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they want people to get the message that you've got to get out of here. nonetheless, they say this will be, and this is the biggest evacuation in 25 years, since hurricane gloria, hit the island. this is likely to come right over the top of where we are right now. so we are certainly going to ride this one out and feel t effects. chris, back to you. >> it is good to see people did get out. tom costello in ocean city. that does it for this special edition of "hardball." thanks for being with us. well back if one hour with another edition of "hardball" and more on hurricane irene. more now with al sharpton. welcome to the show, i'm al sharpton. needless it say, we are all watching the path of hurricane irene. and we will spend a lot of time on that tonight. also, the desperate race to get ready and keep people safe. remind us all how essential our government is. and that all the talking down of
our government this year misses the point of how important our first responders and other government officials are to millions of citizens now for this storm. we do begin with our breaking news, hurricane irene, is barreling up the east coast with 65 million people standing in its path. north carolina is just literally hours away. this category 2 hurricane is expected to carve a path of the entire eastern seaboard, potentially causing billions of dollars worth of damage. ten states have already declared emergency. ten states. today, the president urged people to take this storm very seriously. >> i cannot stress this highly enough. if you are in the projected path of this hurricane, you have to take precautions now.
don't wait. don't delay. all indications point to this being a historic hurricane. >> the biggest city in its path, new york, is already bracing for impact. more than a quarter of a million people and the city has ordered an unprecedented shut down of the public transit system. the international space station reveal just how massive this storm is, covering a huge section of the east coast. but we begin tonight in north carolina where residents will be the first americans to really feel the brunt of this hurricane. people there have been evacuating for days. and now we're just hours away from land fall. nbc's mark potter is live in north carolina along the outer banks. mark? mark, what is it like out there in the ground there, has it already started raining?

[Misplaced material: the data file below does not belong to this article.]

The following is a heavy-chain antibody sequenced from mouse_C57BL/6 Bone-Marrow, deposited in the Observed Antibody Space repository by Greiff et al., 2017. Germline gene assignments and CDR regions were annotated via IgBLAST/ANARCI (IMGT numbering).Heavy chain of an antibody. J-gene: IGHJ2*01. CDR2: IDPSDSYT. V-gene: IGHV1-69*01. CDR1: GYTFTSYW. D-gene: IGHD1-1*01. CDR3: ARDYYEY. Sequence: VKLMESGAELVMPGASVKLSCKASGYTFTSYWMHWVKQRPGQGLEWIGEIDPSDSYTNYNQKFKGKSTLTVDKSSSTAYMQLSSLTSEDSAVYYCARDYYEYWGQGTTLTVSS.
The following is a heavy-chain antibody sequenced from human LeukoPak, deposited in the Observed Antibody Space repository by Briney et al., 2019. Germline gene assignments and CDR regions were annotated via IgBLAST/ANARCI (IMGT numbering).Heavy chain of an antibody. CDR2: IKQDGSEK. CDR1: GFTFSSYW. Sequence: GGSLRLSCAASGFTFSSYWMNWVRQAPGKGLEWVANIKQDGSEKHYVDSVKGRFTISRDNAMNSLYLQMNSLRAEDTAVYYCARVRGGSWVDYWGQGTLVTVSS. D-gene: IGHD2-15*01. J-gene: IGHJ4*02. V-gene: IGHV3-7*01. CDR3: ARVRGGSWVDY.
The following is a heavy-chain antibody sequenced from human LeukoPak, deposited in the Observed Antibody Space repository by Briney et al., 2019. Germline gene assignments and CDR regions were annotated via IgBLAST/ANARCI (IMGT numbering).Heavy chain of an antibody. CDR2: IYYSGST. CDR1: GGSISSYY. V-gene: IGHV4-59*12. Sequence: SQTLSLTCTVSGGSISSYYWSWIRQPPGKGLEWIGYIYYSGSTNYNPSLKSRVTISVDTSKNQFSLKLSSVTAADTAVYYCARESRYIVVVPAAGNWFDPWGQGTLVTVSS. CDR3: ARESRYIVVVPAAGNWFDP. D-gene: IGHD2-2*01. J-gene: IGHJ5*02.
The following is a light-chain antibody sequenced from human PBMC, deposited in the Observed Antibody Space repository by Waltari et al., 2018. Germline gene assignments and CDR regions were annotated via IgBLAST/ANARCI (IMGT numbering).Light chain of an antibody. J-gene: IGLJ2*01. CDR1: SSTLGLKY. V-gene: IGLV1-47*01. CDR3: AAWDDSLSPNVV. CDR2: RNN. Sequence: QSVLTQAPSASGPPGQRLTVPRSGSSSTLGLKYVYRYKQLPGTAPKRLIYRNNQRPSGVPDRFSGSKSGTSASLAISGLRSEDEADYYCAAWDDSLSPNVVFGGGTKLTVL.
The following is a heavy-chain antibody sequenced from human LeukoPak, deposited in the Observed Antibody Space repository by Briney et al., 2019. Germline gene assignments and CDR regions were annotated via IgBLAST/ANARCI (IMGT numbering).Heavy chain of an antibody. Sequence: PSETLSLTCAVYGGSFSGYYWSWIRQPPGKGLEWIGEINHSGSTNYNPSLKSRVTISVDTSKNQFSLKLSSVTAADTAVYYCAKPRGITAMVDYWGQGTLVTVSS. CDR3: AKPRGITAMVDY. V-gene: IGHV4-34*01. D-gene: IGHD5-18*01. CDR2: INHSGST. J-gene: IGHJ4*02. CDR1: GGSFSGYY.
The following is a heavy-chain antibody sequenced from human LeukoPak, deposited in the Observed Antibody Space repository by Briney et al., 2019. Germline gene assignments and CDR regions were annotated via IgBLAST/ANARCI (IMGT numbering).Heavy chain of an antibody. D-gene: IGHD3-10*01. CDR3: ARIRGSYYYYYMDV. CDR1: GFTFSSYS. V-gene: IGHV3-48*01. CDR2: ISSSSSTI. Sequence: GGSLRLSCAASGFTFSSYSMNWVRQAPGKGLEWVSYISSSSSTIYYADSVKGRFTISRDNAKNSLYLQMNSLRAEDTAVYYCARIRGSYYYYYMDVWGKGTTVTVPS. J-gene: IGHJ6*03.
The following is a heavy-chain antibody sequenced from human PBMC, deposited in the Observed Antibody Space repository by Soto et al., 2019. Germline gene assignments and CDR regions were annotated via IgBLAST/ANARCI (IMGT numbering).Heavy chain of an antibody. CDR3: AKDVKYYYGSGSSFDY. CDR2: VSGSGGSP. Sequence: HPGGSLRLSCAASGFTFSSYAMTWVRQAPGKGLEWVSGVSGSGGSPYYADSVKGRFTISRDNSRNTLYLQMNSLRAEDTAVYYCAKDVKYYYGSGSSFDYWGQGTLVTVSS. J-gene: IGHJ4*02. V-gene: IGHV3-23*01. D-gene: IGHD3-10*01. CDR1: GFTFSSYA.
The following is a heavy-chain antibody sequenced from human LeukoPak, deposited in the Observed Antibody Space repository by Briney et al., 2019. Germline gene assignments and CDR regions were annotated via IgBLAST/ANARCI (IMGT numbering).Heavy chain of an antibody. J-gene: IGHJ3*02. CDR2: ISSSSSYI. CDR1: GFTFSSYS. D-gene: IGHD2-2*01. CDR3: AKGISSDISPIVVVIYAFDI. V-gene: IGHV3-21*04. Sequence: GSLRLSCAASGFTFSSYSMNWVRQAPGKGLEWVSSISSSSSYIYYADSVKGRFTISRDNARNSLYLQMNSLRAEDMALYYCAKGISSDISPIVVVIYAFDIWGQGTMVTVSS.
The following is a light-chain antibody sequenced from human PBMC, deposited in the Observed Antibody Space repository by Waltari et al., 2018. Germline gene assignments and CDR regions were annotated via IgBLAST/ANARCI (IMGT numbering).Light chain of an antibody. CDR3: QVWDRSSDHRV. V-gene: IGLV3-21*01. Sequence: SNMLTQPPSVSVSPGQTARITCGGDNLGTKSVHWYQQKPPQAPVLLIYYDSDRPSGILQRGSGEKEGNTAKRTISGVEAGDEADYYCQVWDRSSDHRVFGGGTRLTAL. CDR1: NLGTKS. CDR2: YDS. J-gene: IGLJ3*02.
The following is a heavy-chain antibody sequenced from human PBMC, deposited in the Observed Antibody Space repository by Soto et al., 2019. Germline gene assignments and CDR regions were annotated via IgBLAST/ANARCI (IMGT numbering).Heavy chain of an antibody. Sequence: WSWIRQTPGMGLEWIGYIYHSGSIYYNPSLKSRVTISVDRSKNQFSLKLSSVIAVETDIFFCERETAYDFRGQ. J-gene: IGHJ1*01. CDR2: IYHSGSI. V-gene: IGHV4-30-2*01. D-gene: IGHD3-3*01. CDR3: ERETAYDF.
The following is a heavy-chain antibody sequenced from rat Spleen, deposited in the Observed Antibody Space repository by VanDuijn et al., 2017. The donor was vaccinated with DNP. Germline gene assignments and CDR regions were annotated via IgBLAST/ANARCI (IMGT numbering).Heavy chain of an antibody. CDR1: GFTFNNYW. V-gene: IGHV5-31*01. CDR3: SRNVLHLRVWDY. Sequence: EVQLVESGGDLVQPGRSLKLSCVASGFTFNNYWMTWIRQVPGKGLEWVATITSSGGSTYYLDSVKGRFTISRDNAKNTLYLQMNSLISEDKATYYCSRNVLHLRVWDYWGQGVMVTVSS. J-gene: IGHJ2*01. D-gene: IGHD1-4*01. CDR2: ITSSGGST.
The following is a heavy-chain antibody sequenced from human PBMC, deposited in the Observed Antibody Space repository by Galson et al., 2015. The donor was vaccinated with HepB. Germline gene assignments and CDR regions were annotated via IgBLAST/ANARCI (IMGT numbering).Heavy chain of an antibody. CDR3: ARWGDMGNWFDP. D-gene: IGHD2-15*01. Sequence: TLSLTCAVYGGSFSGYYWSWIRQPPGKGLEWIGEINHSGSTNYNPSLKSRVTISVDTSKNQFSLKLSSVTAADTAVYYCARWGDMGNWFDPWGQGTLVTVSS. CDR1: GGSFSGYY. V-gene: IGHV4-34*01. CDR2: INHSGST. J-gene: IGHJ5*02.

>> yeah, all day, it has been nice, reverend. it's been calm but nice and calm, nothing going on until about half hour ago and everything just changed dramatically. the rain started falling and wind kicked up. and this is the way it's going to be for all through tomorrow. at an elevated rate. these are the joupter bands of the storm. into tonight we are expected to have gale force winds and then tomorrow we will start with the hurricane force winds at the height of it somewhere around noon, early tomorrow afternoon. the biggest concern here, actually has to do with the water, the waves, from the ocean. there is a particular fear that managers had here. that that storm, if it went just to the west of where i'm standing now in the outer banks, just west of us, we can have a peculiar problem. we can have waves coming in from the atlantic ocean with the first counter clockwise winds.
then as hurricane pushed water up into the sound and left the area, the northwest winds clocking around, counter clockwise, would push all that water on to the western shoreline. this area could be sandwiched by all that water and that's the biggest fear of emergency managers at first responders you are talking about because that can take out roads and structure below houses and causing serious problems. >> that's the biggest challenge of the emergency crews. the whole combination of how waters can sort of sandwich in exactly the area that you are standing in. >> exactly. the problem for emergency managers is that they have to make that call early. they have to predict the way it's going to go. sometimes they're wrong. enough times they're right but always they arern concerned about the people in the storm's path. so yesterday, with the supposition this was going to happen, they sent the tourists out of here. today they ordered residents out. >> let me ask you this, mark,
are people really leaving or do yo hold-outs? >> the tourists i believe have gone. most of them have gone. but some of the locals are staying. you will find, particularly among the older families here, long-time residents who have been through many storms, many of them are saying, look, we have been through many them before. we will survive. we don't run from storms. however, with this storm that combination with the water coming both ways, we have met some old-timers saying, this time we're throwing in the towel. we're going o board up our houses. it is foolish to stay here. that's what emergency managers are telling them. everybody needs to get out. if they get in trouble when this water comes in and rains are coming in hard and winds are at hurricane force, the police, ambulance drivers, first responders you were talking about at the beginning of your program, they won't be able to help them. they will be on their own. that's why they want the people to get out of here but not all of them will. saying they don't want to leave.